My sporting weekends have always been dominated by football. As a schoolboy, Saturday mornings meant scurrying up to Dundee’s Dawson Park to train with Broughty United. Sunday mornings meant my paper round, then dubbing my boots followed by a few hours fearing the worst phone call known to man – “It’s aff”.

If the call didn’t come, then the afternoon brought a home game at Gillies Park or a foray around the city. The nightmare, the guaranteed hiding, was playing Fairmuir Boys, the royalty of Dundee schoolboy football. I once went to watch my brother Alan play Fairmuir and they had Stephen Glass, later of Aberdeen and Newcastle, on the bench.

Saturday afternoons were spent watching Dundee United. One of my first games at Tannadice was on the evening of Wednesday 4th March, 1987. The ground was packed to the rafters and I sat in the stand with my brother, dad, grandad, various cousins and uncles and watched Dundee United beat Barcelona under the lights. It was only ever going to be an addiction.

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I had a season ticket for The Shed, then sold club programmes to get free entry. One day, I saw two men on North Isla Street selling a fanzine called When The Hoodoo Comes. I bought a copy and found the courage to send them some material. A few weeks later, I stood selling the next issue with them and peeking in wonder at my contribution. It was a Roy of the Rovers comic strip where, through Tipp-Ex and felt tip, I had added a new, deranged and undoubtedly libellous storyline. I was now, sort of, a writer.

At Edinburgh University, I dedicated myself to the extra-curricular, and none more so than football where I progressed to playing for the Firsts. Every other Wednesday meant a bus journey around Scotland, a match against another University, then a gloriously drunken journey home. On Saturday afternoons we played in the East of Scotland League, winding down to the Scottish borders, to towns cleaved between the hills, or strung on clifftops before the North Sea. Hawick Royal Albert, Coldstream, Kelso, Eyemouth, Gala Fairydean.

We played in a Scottish Cup qualifying round against Annan Athletic, now of the professional leagues, which gave us the mind-blowing moment of our defeat being announced on Sportsound during the journey home. But my personal highlight, the one that returns with little encouragement, came against Gala Fairydean. Every amateur footballer has ‘The Goal.’

Well, this is mine and now I will, with absolutely no apology, take the opportunity to describe it in some detail in a newspaper.

The game was drawn as we headed into injury time. We won a corner. I pulled out to the edge of the box. The ball was headed clear. I took one touch to control, then leant back and struck a half volley that arced through the borderland air and arrived so neatly into the top corner you’d think it had been placed there by the hands of angels. For a moment, time stood still.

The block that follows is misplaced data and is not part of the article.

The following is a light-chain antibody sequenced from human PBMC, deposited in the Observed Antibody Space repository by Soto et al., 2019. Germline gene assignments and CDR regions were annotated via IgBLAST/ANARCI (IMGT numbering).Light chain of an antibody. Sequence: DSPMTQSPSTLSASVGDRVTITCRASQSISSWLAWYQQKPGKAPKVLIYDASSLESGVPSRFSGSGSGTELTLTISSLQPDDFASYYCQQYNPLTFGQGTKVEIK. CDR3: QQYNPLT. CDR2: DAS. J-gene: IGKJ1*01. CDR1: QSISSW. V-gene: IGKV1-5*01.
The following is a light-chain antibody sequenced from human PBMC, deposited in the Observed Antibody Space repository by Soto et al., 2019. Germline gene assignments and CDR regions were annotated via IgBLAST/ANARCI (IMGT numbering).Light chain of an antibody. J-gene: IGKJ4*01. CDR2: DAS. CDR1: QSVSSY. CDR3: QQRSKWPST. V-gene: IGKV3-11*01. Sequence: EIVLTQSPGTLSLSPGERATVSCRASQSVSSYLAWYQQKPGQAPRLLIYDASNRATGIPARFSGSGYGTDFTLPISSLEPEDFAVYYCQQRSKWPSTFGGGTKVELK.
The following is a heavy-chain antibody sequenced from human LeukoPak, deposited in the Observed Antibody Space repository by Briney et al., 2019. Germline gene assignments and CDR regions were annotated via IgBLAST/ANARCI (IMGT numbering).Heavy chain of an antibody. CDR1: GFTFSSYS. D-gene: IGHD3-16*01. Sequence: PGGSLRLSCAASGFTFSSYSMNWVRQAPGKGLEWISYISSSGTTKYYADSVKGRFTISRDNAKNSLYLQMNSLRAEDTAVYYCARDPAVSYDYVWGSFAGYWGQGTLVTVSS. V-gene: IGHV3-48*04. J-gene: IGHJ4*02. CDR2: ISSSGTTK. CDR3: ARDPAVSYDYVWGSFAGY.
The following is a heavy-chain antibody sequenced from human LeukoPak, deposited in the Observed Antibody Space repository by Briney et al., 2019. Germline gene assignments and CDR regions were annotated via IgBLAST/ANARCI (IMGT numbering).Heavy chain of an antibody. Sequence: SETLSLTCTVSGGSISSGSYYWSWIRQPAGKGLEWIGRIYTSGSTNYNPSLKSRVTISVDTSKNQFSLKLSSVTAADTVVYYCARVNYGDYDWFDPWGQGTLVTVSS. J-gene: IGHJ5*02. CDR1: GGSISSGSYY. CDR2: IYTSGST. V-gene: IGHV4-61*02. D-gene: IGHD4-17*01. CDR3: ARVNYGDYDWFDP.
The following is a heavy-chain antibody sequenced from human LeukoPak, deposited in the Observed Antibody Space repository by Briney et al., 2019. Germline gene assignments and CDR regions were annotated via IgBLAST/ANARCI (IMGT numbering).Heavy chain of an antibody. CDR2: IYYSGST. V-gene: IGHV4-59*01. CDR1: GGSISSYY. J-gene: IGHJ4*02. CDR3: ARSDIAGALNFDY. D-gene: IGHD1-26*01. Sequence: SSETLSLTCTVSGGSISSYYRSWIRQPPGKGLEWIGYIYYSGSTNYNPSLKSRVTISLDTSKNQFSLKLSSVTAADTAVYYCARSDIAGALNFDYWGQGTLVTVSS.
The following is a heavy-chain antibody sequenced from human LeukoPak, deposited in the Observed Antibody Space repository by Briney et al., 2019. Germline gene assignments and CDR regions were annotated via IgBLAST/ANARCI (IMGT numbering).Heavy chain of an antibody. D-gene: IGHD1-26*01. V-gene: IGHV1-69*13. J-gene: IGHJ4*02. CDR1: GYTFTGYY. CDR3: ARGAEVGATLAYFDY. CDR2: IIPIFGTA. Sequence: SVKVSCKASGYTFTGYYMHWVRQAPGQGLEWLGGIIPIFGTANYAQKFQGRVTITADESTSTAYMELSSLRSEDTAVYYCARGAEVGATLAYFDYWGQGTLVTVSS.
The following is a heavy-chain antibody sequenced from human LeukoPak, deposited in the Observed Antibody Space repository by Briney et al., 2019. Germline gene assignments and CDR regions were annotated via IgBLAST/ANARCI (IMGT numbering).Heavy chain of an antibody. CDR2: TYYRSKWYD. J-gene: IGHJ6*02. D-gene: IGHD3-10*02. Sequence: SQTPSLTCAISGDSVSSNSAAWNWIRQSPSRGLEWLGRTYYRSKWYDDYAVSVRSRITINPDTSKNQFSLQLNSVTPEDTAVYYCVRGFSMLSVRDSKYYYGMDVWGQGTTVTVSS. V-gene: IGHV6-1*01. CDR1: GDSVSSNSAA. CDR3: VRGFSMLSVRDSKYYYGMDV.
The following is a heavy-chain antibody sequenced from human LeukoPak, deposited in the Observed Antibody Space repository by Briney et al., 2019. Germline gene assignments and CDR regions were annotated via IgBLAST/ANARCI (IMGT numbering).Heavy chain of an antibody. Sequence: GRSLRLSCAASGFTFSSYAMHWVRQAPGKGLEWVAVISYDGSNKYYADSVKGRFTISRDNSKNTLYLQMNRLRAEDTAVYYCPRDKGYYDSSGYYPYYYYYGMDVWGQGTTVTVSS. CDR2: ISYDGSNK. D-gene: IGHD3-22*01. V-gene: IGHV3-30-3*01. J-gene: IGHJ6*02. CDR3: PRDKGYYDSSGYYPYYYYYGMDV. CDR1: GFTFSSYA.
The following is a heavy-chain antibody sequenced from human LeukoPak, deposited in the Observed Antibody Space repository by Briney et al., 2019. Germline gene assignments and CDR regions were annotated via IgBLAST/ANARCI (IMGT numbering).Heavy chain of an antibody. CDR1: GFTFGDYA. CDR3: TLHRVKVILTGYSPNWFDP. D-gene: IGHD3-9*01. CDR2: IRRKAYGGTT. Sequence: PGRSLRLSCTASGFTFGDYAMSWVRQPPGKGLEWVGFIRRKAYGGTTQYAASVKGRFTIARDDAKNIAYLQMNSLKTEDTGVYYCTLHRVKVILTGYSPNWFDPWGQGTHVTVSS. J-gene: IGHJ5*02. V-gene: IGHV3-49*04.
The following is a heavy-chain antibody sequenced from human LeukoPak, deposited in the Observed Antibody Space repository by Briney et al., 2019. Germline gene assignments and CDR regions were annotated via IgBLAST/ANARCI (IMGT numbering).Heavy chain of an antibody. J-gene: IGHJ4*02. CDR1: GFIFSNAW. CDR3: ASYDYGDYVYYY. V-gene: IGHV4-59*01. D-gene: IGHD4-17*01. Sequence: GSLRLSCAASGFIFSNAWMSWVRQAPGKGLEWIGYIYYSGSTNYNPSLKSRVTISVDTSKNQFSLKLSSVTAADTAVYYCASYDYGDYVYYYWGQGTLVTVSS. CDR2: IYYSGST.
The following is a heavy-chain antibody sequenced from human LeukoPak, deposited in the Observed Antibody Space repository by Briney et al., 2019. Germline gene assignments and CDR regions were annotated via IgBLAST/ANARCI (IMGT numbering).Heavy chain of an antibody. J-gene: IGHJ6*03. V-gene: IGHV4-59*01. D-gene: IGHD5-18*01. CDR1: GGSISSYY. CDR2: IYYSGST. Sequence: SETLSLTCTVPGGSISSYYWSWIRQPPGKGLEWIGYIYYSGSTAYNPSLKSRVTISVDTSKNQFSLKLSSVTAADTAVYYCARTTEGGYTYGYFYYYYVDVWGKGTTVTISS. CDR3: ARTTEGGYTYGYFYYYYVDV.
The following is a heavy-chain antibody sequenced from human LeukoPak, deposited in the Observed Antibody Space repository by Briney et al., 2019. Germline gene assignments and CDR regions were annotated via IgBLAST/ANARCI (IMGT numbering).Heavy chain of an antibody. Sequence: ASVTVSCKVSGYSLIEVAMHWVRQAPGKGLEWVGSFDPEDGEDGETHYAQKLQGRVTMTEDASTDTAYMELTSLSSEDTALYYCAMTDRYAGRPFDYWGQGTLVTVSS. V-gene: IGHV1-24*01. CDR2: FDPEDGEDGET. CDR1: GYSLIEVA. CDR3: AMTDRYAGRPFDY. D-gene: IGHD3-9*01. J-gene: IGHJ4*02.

And then I ran, delirious, to the bench where I was engulfed by my pals while our manager, ex-Hibs and West Ham stalwart Neil Orr, who spent much of his time rightly dismayed by my application, shook his head and smiled and said “bloody Forsyth”.

I moved to London in the early Noughties and soon set up the South London Tangerines with other misplaced Dundonians. We played in the London Supporters League which meant we were literally called Dundee United, wore full United strips and I received a disciplinary letter which, in a long account of my sending off, referred to me throughout as “the Dundee United number ten”. We brought the late, Dundee United great Ralph Milne to London for our end of season awards, where Ralph commandeered the karaoke, sang ‘Suspicious Minds’ on repeat and we only thanked him for it.

I lived for a while in New York, where I played in two games. There was the Mexican League in Brooklyn on a Sunday morning that was full of death threats and stepovers, and a game on a pier in Manhattan’s Battery Park. In the winter, that became The Winter Warriors League which saw the Americans vanish and the ex-pats stoically battle on as the temperature sank below zero and freezing fog rolled in off the Hudson.

After meeting my wife, I returned to live in London, then West Sussex. There I roused myself to a level of fitness that let me spend Saturday afternoons playing for my local town, Petworth, in the county’s amateur league. It was an Indian summer. Think Gary McAllister at Liverpool, or Dusty Springfield’s triumphant comeback with the Pet Shop Boys.

And now here I am, living in rural Herefordshire, nearly forty years old, still dragging myself round sports halls and over pitches, still with a decent chunk of weekend contentment decided by news from Tannadice. Every other Saturday, I watch United’s home matches through an irregular online stream that is prone to catching and repeating, creating a bewildering experience akin to watching the movie Memento but starring Fraser Fyvie.

And once again, as in Broughty Ferry nearly thirty years ago, Sunday mornings are spent dubbing my boots and dreading the news – now delivered by text – that my dreams have been shattered by the weather.

It never ends. And may it never do so.

Eric, Ernie And Me, Neil Forsyth’s drama about Morecambe and Wise writer Eddie Braben is available now on BBC Iplayer. Two new SKY Playhouses written by Neil will be out in the Spring.